Improving transparency in the construction process would greatly improve relations between the government and the people. The Adwa project could have benefited from an efficient and transparent construction process and the demolishing of homes could have been delayed until the power lines were properly relocated. The lack of information about the construction delay offended residents, who felt the government had abandoned them and unnecessarily required that they demolish their homes one year in advance of construction. In the absence of official information, residences are susceptible to fabricated information and rumors, causing frustration and alienation. The coordination with utility companies and updating the residents have to be the first order of work and the government or its representative should enforce it through the Kebelles and other means. 


 In the County where I live, the contractor is required to hang a notice at every door in the neighborhood stating that they will be in the neighborhood with start and  completion dates, time of day start and finish, and includes the name, telephone number and e-mail address  of the designated contact person for any questions and concerns. Public notice also gets published in local newspaper providing the necessary details of the work hours and duration of construction. Though this is not expected to be done in Ethiopia yet, the Kebelle can be used to disseminate the information. This actually will work best at the Awraja and Woreda levels. It will minimize the current disconnect between the government and the people especially at the state level where the government decides a case or a project and the people watch it implemented.  In the USA, government employees whether elected, appointed or hired have the mandate to work for the people. They are paid by taxpayers to serve the taxpayer. Every project is reviewed and discussed by the community which is equivalent to our old Keftegna. Regular meetings are arranged to obtain information from and views of the residents. 


In regards to safety issues, most construction sites in Ethiopia do not have sufficient warning signs to caution motor vehicles, motorcycles, and pedestrians as to what is ahead.  Now that the population is soaring and more foreign investors, NGOs and tourists are residing in the cities and towns, safety within construction sites needs to be seriously considered and appropriate measures taken to avoid any hazard and liability. Ethiopia should enforce safety precautions in every contract item before any disaster happens and residents start suing the government, contractor or project owner.

In the USA, the contractor is expected to install appropriate signs with reflectors for night vision around potholes, trenches, or bumps and material mounts within the pavements or walkways. If the road is the only access in the area, the contractor works on one lane and opens the other lane for vehicle access or provide a detour.

Emergency vehicle access is maintained at all times. “Trench Plating” is required to cover major trenches, holes, excavations within the traveled way using steel plates.   Walkways if excavated, are either closed and pedestrians rerouted or are barricaded if it is a small trench. The contractor is required to place “Open Trench” signs at the beginning of each excavation on each direction of travel and at intervals for a specified distances as warning signs. In the case of road widening, post delineators at certain intervals or K-rails are placed at the edge of the paved road to prevent motor vehicles from driving off the road into the slope or ditch.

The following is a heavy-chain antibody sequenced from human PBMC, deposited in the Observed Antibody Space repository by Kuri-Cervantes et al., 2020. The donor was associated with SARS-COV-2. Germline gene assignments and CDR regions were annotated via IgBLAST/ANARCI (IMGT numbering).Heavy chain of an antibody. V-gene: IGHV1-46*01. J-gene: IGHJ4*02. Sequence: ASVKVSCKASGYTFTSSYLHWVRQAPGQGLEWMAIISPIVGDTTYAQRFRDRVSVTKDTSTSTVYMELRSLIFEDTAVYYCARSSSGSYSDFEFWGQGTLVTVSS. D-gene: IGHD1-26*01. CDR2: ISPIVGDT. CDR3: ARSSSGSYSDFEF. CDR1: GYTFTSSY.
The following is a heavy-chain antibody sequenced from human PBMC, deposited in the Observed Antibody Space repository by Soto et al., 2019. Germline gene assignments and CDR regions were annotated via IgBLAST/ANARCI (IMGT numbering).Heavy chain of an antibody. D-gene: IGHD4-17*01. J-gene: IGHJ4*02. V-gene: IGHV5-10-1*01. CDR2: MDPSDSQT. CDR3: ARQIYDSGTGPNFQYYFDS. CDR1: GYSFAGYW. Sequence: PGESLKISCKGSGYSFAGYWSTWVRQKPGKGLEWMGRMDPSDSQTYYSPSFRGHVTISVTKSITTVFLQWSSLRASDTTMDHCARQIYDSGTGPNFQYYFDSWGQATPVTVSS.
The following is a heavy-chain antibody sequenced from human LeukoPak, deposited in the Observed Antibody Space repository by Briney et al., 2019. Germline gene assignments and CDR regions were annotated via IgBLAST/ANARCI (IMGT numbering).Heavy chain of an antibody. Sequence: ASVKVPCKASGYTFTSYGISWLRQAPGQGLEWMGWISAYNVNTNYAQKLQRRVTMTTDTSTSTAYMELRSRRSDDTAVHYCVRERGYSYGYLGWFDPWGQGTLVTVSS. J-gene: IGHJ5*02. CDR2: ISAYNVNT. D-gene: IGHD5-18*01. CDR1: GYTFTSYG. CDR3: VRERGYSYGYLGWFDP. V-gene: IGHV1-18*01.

In regards to contractors, few are blamed for not paying subcontractors, equipment rental companies, and other suppliers by the end of each project. There must be a system in place in Ethiopia by which the owner collects feedback about the contractor’s responsibilities in regards to payment in addition to performance and quality of work after the completion of each project. This will protect individuals who do business with contractors on government projects and will encourage the same to make sure they settle their dues before bidding on the next project. 

Ethiopian contractors have the responsibility to earn the trust of the people and the government and to surpass foreign competition in timely completion and quality of work.   Contractors should have peer reviews and feedbacks at the end of a construction job for future improvement. It will take a collective effort from contractors to change people’s attitude towards local work. Having said that, local contractors should be encouraged by the government and the people as we eventually should rely on our own builders. 


As the country grows, so should government-initiated efforts to improve efficiency, transparency and safety within the construction process. The residents should be engaged in government decisions at every level to have positive and mutual respect, and obtain useful ideas on unforeseen potential problems in the localities. People feel empowered when included in important decisions. As we are inspired by what is happening in Ethiopian development and investments, constructive feedback should be encouraged from citizens in their field of expertise. In my workplace, there is a program called “Do It Better By Suggestion” or DIBBS where employees are encouraged to provide ideas on how to improve specific work or how the office can save money and in return they get financial rewards. In the case of Ethiopia, our reward is when we see positive changes happening and satisfied customers responding.